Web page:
Last Saturday, (21 May) Letchworth Garden City’s Standalone Farm welcomed over 100 people from around the county to try a range of specially designed cycles for the mobility impaired, promoting disabled access to the countryside through the Garden City Greenway.
Visitors of all ages with a range of disabilities, some of whom have never ridden a bike before, cruised around with friends and families in side-by-side tandems, wheelchair tandems, hand-cranked trikes and other cycles.
What is it? The Countryside Cycle Day offers those with mobility issues a chance to try a range of bikes for free, encouraging them to get active in the countryside more often.
The event will be co-ordinated by specialist cycle company ‘Get Cycling’ who will have experienced and enthusiastic staff on-hand to offer guidance and support for riding specially-designed bikes and trikes.
The following bikes will be available at the event free of charge:
Over one hundred elm trees are to be grown in Letchworth GC as part of a nationwide project. The Conservation Foundation has launched ‘The Great British Elm Experiment’ attempting to reintroduce 10,000 elm trees across the UK and find out why some survived Dutch elm disease of the 1960’s, wiping out over 25 million of the trees in the UK.
Get the best of Letchworth’s great outdoors this autumn with our updated Greenway Fold-out Map & Guide. Discover the many places of interest, from farms to forestry, along the Garden City Greenway’s 13.6 mile (21.8km) route.
Perfect for a country stroll or cycle ride, there are a number of great stopping points and options for you to begin and end your journey. Look out for new features on the map such as recommended photo points, nature spots and recently planted community orchards.
From left to right: Nigel Russell (Natural England), Matt Broadhurst (LGC Farms), Andrew Mills (Natural England), Peter Willcox (Transition Town Letchworth)
Around 450 trees are to be planted to create a community Orchard and the first new commercial Orchard in Hertfordshire for decades. Since the 1950’s, more than 60 per cent of Orchards in England have vanished – largely down to housing or industrial developments taking over.
Stuart Kenny, the Heritage Foundation’s Director General (centre) with Andrew Mills and Elizabeth Towler shortly after a sign to acknowledge Natural England's grant was erected on Greenway ‘territory.'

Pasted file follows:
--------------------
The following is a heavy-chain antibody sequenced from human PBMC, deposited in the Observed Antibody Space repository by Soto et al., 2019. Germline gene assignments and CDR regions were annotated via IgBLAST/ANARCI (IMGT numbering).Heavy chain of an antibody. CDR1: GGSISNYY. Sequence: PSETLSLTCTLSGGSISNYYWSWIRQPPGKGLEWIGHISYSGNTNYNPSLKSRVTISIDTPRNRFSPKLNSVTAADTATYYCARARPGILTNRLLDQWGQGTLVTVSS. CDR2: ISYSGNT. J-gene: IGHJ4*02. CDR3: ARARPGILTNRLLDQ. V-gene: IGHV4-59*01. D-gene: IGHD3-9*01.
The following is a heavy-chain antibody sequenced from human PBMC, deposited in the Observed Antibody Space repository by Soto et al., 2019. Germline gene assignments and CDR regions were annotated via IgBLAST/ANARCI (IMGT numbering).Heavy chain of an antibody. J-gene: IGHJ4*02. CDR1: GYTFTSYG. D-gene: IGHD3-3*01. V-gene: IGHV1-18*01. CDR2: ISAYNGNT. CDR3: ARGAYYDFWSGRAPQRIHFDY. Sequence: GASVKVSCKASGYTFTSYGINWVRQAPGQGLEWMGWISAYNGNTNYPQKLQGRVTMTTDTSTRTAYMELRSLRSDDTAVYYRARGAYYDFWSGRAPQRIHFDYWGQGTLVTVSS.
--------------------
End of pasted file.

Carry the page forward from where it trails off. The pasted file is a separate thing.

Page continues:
A major cash injection by Natural England – one of the largest ever made under its Environmental Stewardship Scheme - will give another boost to the environmental credentials of the world’s first Garden City.
For the second time in 10 years, Letchworth Garden City Farms Ltd – a subsidiary of Letchworth Garden City Heritage Foundation - has been awarded grants to continue to improve its countryside stewardship work on the 1029 hectare Letchworth Estate that it owns.
If you are thinking about ways to improve your fitness or spend time with friends and family, why not get involved in National Bike Week?
Between 13 and 21 June, the nation will be out and about cycling for fun or fitness and enjoying Britain’s countryside. Your local recreational facility, the Garden City Greenway, offers a picturesque circular route including sections ideal for cycling. There are many interesting stopping points along the way such as Standalone Farm and Radwell Meadows Country Park, as well as links to Letchworth Garden City Town Centre.
The recent snowfall, despite causing problems for traffic, has created some beautiful scenery on the Greenway. In mid-February our snow-laced countryside was brilliantly photographed by Mark Hopkins of Letchworth GC, displayed below.
The main gateway to the world's first Garden City has received a £90,000 environmental makeover.
To add more visual impact to Letchworth Gate - which is heavily trafficked both to and from the A1M - Letchworth Garden City Heritage Foundation has implemented eye-catching measures to improve the landscape structure along this busy stretch of road, including pathway improvements.
About 30 schoolchildren descended on a beautiful part of Letchworth Garden City's 'green and pleasant land' on Thursday and gave the newly completed outdoor environmental education centre - now the only one in the area - a resounding 'thumbs up.'
Year 3 from St Thomas More School was the first school to book a block visit to the newly constructed nature trails at Wymondley Wood, which were officially opened by Stuart Kenny, the Heritage Foundation's Director General.
Letchworth Garden City Heritage Foundation's £1.25m Greenway, encircling the 5,500 acre Estate, was officially opened last Saturday ( May 3) by pop star and television gardening expert Kim Wilde.
Kim said she was "really impressed" with its concept, design and construction and said later on Anglia Television that the Garden City Greenway was a wonderful example of how to attract people out of their homes to witness the beauty of the countryside in such a unique fashion.
The full length of the Garden City Greenway can now be used by all Letchworth residents, including disabled users, following the surfacing of the last section of the route.
Letchworth Garden City Heritage Foundation and Hertfordshire County Council, who both own land the Greenway is on, have worked together to complete the last unsurfaced section, from Hitchin Road, next to Rosehill Hospital, down to Queenswood Drive.